How to get tickets for the College World Series

So, you’d like to go to the College World Series.

Good, Mississippi State would like for you to join them in Omaha.

CWS-picture-061212Only thing left is to get tickets, which is at the same time incredibly easy and incredibly complicated.

We’ll start with the most basic: general admission tickets, or GA for short.

TD Ameritrade Park will have about 5,500 GA tickets available for each game, which allow the ticket-holder a chairback seat in the outfield, with full concession and bathroom amenities like any other seat. GA tickets cost $11 each and there is nothing to be gained by paying more to get them ahead of time from a third party. The key is getting in line.

The ticket office opens at 10 a.m. each game day and is located on the first base/right field side of the stadium.

The line for general admission is located on the left field side of the stadium on the other side of the fanfare area. You must have a ticket to get in line and fans begin entering the stadium at 5 p.m.

The seats are first-come first-serve, so getting in line early is recommended. My best advice would be to plan on spending your day near the stadium. There is a large fanfare area, plenty of restaurants and places to sit down, as well as an MSU alumni event at the Century Link Center Monday afternoon from 4-6, located caddycorner to the the stadium. Big building, you can’t miss it, across the street from the left field area.

As you enjoy your day, periodically check the line to see how long it is. It’s all dependent on what people decide to do, so you may be fine getting in line at 4 or 5, or you may need to get there as early as 1 or 2 p.m. I wish I could provide a specific time, but remember that about 5,500 people will have those tickets, so gauging how many hundreds or thousands are in line will give you an idea of when you should get in line, too.

Standing-room-only seats will also be available once GA runs out, which means you will be standing in the concourse. Once the stadium reaches full capacity (including SRO), it becomes one-in, one-out. I have yet to see a line to get in once games have gotten started, but demand will likely be higher given the stakes of the game.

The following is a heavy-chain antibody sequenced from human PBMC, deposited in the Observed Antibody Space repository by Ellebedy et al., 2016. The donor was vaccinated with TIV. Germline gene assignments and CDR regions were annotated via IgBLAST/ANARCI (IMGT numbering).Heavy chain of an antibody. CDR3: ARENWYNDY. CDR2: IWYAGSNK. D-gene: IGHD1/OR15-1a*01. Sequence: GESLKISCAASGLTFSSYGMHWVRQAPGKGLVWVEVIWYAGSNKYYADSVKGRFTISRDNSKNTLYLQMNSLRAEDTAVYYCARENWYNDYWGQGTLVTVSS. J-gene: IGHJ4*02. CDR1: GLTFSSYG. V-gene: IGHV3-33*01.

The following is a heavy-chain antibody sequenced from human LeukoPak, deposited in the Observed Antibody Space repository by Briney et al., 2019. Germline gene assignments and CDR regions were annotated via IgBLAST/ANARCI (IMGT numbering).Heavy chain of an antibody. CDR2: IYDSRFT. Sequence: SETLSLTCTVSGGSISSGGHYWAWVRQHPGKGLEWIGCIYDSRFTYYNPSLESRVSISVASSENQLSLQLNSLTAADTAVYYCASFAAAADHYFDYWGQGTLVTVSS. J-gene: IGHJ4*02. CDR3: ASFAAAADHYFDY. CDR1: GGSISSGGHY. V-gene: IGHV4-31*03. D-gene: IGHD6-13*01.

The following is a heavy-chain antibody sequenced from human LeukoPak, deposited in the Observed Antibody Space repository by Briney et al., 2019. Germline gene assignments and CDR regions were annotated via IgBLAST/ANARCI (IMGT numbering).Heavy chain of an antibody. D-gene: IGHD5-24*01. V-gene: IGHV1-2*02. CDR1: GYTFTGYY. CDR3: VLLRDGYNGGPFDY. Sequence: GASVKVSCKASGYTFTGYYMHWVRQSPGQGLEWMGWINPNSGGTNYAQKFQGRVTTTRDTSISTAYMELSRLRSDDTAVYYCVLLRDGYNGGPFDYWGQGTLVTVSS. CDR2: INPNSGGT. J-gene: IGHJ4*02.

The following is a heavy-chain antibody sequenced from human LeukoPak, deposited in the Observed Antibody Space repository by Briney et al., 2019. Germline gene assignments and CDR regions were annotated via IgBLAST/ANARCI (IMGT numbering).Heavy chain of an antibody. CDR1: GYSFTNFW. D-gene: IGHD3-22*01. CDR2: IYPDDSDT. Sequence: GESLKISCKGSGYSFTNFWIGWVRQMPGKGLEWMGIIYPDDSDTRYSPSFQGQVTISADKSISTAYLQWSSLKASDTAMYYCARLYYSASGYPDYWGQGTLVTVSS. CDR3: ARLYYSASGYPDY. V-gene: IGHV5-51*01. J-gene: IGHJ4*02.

Now, let’s talk reserved tickets. These are a bit more complicated, and generally more expensive.

The only way to buy reserved tickets from TD Ameritrade Park is through a lottery on gameday morning. Beginning at 9 a.m., you can get a lottery ticket at the ticket office, and at 10 a.m. numbers will be drawn to sell the limited number of reserved seats the park has remaining.

What are your chances of winning? Well, better than winning the Powerball, but the amount of extras the park has changes from game to game, and it also depends how many others choose to try the lottery, too.

These tickets will range in price from $34-36. It may be worth it to try the lottery, and if you don’t win, you’re already there to get GA tickets.

The other options for reserved tickets are online vendors and local brokers/vendors. The NCAA website has a ticket exchange program, but these tickets will generally be more than face value.

Other sites like StubHub, etc., also have available tickets.

Buying tickets on the street is a similar experience in Omaha as any other sporting event. There will be those in the area selling tickets.

One final note for parents: children 24 months and younger are not required to have tickets, according to park policy.

Special thanks to Mike Richey, John King, Jason Walker and Bo Hemphill for helping gather this information. I’ve been told to blame them for any problems and thank me for the help. (Kidding. Much appreciated, guys.)

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